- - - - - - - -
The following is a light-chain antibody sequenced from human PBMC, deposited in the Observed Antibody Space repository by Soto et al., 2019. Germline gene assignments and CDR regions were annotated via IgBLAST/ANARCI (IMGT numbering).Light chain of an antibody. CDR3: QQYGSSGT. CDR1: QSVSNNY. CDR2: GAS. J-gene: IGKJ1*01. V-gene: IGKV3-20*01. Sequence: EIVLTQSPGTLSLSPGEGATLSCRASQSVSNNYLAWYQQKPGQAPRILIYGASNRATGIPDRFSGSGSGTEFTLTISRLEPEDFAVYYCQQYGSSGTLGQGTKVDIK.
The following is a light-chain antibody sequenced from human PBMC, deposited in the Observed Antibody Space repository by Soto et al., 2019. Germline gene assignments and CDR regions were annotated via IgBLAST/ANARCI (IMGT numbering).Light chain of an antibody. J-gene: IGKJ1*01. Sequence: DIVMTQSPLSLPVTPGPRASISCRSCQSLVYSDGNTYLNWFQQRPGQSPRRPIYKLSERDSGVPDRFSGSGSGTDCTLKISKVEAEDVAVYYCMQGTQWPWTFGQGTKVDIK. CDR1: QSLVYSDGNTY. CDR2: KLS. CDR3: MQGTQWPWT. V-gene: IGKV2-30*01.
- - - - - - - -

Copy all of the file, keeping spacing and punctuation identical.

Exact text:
The following is a light-chain antibody sequenced from human PBMC, deposited in the Observed Antibody Space repository by Soto et al., 2019. Germline gene assignments and CDR regions were annotated via IgBLAST/ANARCI (IMGT numbering).Light chain of an antibody. CDR3: QQYGSSGT. CDR1: QSVSNNY. CDR2: GAS. J-gene: IGKJ1*01. V-gene: IGKV3-20*01. Sequence: EIVLTQSPGTLSLSPGEGATLSCRASQSVSNNYLAWYQQKPGQAPRILIYGASNRATGIPDRFSGSGSGTEFTLTISRLEPEDFAVYYCQQYGSSGTLGQGTKVDIK.
The following is a light-chain antibody sequenced from human PBMC, deposited in the Observed Antibody Space repository by Soto et al., 2019. Germline gene assignments and CDR regions were annotated via IgBLAST/ANARCI (IMGT numbering).Light chain of an antibody. J-gene: IGKJ1*01. Sequence: DIVMTQSPLSLPVTPGPRASISCRSCQSLVYSDGNTYLNWFQQRPGQSPRRPIYKLSERDSGVPDRFSGSGSGTDCTLKISKVEAEDVAVYYCMQGTQWPWTFGQGTKVDIK. CDR1: QSLVYSDGNTY. CDR2: KLS. CDR3: MQGTQWPWT. V-gene: IGKV2-30*01.